Making The Most Of SharePoint 2010

Microsoft’s SharePoint 2010 is the hidden turbo injection behind Microsoft’s applications. It’s the secret weapon that’s sitting in the IT arsenal of most companies yet some don’t even know much about it. Whatever your information management or collaboration challenges, the chances are SharePoint can help address them. And even better – if you have an enterprise agreement with Microsoft you are entitled to free consultancy to help you begin to put it to best use. However, Microsoft’s collaboration software has such a wide range of uses and functions that deriving the best business value out of it requires a structured approach with experienced SharePoint consultants helping to determine business requirement and put together a business case. Many organisations also have multiple instances of SharePoint at work already – or other pieces of software doing the job SharePoint could at a fraction of the cost. Bringing these disparate efforts together to make the most of economies of scale requires a degree of co-ordination, which is best facilitated by a third party. SharePoint isn’t entirely all things to all people, but it can deliver many different benefits to enterprise businesses. One of the main pieces of functionality people associate SharePoint with is the ability to manage documents and handle their storage and retrieval. It has a sophisticated search capability allowing you to search for metatags and information contained within files. Another piece is the ability to use the SharePoint environment to underpin an enterprise’s global intranet. Because it’s linked to the global address book of Outlook, it’s easy to set up team structures and microsites that reflect what people do and how they do it. Colleagues that are located around the country can belong to a common SharePoint group and use it as a means to collaborate, using workflow to share documentation, and creating bulletin boards to keep in touch. That works well where there’s a strong feeling about collaboration and the need for disparate work groups to join a common communications platform. But for a legal firm, their use of SharePoint could be more around process and document management, ensuring document sign-off is done in the right order with the right people within the right timescales. For other businesses, such as an online e-tailer, SharePoint is seen more as a piece of middleware to glue order-taking systems to back-end billing systems. Even then, this top line of functionality is only scratching the surface of what SharePoint is capable of. Microsoft itself divides its capabilities into six areas – site, composites, insights, communities, content and search. SharePoint 2010 contains significant enhancements around access, connectivity and performance management, as well as new developer functions that allow SharePoint consultants to more easily extend the product for customers. Where’s the harm? SharePoint’s blessing is in some cases also its curse – it’s always been so easy to use that different departments and business units will have gone off and created their own implementations. One major defence company we’ve worked with, for example, is a federated business with eight different independent business groups, which are again divided into sub business groups. Each of those has a level of autonomy to develop their own systems – and they may have gathered business requirements from own organisation and brought in a SharePoint consultants to map out how they could put together a SharePoint environment to meet those requirements. In that case, we spent a long time gathering the business requirements from each of those business units and distilling those into a business case that was submitted as a formal paper into the central function to then be supported by the business units. You might ask where the harm is in everyone doing their own thing. Quite apart from the missed opportunity for those who have not yet discovered all the functionality of SharePoint, the main problem is that each of these different environments may not be adhering to corporate standards. Most corporate organisations will tell you they have a policy about how they store information, where they store it and who has access to it. A defence contractor has highly confidential information, secret networks and different levels of document management processes. So that creates extra responsibilities around the information and how they share that internally. To a lesser extent any business has similar best practices and sensitive information around for example its financials, that are not for public consumption at any given moment in time. By taking an approach that spans all of the businesses and gathers the requirements into the centre, they also deliver economies of scale in terms of writing interfaces and supporting the common functions that are genuinely required across each of the business groups. A structured approach Because the product is so diverse, SharePoint lends itself well to a requirements analysis process. If you were to start off with the product, start entering data and then say ‘what do we want to do with it?’ you would have to tag 30-40 possibilities in terms of knowledge sharing, document storage, workflow, collaboration or so on. Whereas, if you start by gathering business requirements at a higher level then you can drill into the known features at a later stage. The process of discovering what’s required is actually quite generic. So whether you are a road builder or an e-tailer, we want to consult with the business and understand what you are trying to do. While the ultimate requirements could be very different you could capture them all in that first phase, then go through a number of subsequent stages, including a business analysis phase, scoping and shaping and understanding the core features of SharePoint, understanding which parts you might need to develop and which third party plug ins and tools you might want to bring in. That’s all about leveraging your knowledge and skills to build up a picture that ultimately delivers the final outcome. What might that business case then end up looking like? In the case of the defence contractor, the business case realisation was around optimising people and their extended effort in areas such as retrieval and storage of documentation. By implementing a process in SharePoint that would save minutes, seconds, or hours per person on a weekly basis, we could then multiply that by the number of people in the organisation and the amount of times they store and receive information. This company generated a fiscal business case that was approved by a committee that sanctions those kind of business cases internally. We took a long time to fine tune it and rewrote it several times as more information became readily available but it was a significant saving in the end which mainly came from improving productivity. In other examples, it’s more about making information readily available and information retrieval. With SharePoint’s powerful search engines that also leads to productivity gains. In the case of a global intranet with different workspaces and personalised areas, the real benefit comes from the fact that it integrates with the rest of the Microsoft platform. It understands which colleagues belong to which particular groups, and at that point you can start to set up subgroups. You can also develop portals where you can aggregate information in different ways.There’s nothing particularly new in that but because it integrates with the platform and delivery technologies, you can do cool stuff – we get customers looking at self-serve portal as a means to stream new applications down to their desktop for example. It’s such a compelling platform that it’s really about how innovative your thinking can be to use it to meet your challenges – the chances are whatever they are you can probably use SharePoint as a piece of middleware to help you get there.   *To find out more about consultancy you may be entitled to under an enterprise agreement, see our dedicated SharePoint website at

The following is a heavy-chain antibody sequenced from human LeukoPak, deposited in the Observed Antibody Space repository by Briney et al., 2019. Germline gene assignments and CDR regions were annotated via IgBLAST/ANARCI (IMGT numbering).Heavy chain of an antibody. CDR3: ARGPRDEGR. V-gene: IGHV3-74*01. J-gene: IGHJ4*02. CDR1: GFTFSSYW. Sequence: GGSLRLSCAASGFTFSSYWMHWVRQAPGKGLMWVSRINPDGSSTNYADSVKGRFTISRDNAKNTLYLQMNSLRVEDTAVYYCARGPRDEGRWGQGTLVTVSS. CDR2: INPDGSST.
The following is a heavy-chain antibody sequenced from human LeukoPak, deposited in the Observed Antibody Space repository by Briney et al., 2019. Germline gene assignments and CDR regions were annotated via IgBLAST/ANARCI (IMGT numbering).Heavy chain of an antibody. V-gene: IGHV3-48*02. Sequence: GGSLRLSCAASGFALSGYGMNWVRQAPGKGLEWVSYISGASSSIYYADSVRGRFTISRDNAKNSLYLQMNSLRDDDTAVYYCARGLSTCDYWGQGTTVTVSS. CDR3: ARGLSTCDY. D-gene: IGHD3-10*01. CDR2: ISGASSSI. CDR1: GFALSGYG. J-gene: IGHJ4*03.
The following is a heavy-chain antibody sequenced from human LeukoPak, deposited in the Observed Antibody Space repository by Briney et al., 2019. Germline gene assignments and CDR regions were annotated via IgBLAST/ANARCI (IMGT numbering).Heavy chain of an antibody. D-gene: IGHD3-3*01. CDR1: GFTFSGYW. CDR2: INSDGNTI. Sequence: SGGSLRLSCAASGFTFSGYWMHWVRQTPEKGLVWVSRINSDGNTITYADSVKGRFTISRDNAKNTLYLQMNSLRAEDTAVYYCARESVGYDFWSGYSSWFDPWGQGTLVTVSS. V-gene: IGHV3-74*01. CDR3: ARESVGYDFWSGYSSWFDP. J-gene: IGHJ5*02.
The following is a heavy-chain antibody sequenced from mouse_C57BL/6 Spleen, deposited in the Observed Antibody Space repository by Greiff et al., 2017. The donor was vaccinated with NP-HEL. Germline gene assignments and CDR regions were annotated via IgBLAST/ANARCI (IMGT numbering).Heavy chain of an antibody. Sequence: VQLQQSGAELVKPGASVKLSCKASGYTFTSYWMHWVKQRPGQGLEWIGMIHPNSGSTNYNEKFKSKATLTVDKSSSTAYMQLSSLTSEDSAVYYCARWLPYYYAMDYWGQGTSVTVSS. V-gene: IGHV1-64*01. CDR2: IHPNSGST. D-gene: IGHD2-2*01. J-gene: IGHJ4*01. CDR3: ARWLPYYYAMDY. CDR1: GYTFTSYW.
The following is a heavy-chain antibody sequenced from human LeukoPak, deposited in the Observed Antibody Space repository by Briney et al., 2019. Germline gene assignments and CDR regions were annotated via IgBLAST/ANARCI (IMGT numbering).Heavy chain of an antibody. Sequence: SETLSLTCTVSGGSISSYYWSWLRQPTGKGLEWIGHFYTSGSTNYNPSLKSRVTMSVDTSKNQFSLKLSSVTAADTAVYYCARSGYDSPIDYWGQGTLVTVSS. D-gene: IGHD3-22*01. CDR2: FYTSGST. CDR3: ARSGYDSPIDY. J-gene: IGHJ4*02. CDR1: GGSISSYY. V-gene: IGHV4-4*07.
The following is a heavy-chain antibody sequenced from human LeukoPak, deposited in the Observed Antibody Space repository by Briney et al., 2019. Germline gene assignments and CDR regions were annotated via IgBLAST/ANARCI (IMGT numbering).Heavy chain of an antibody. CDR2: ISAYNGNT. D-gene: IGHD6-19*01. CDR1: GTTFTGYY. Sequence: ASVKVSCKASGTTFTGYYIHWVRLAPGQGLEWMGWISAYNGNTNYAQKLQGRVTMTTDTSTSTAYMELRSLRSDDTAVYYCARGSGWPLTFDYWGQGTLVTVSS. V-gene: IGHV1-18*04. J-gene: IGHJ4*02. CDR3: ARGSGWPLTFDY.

App-V without App-V

Recently I have had the opportunity to help design an App-V solution that does not use the App-V infrastructure. For those of you that have used this infrastructure you will know, although it’s easy to use, it doesn’t scale to the enterprise. So we had to find another way of getting apps out there to the users; FYI SCCM was also discounted for different reasons. This left us leveraging just what we could find within the App-V client, fortunately that was sufficient. The App-V client uses a program called SFTTray to run sequenced applications, but uses a program called SFTMIME to manage them. Through the use of SFTMIME and the switches provided therein we were able to develop a solution that added sequenced apps to machines, without a backend infrastructure. All that was left to do then was to enable the client for standalone operation and Hey Presto! App-V applications, delivered to end point devices without an App-V infrastructure. There are a few elements that warrant further review; Application Usage Logging should be established, Application Removal of course & the redirection of the SFT file location through the OVERRIDEURL switch may facilitate Streaming given the right environment. Notwithstanding these “for further review” topics, this IS a workable solution that delivers on-demand, virtualised applications to Windows platforms with effectively no infrastructure.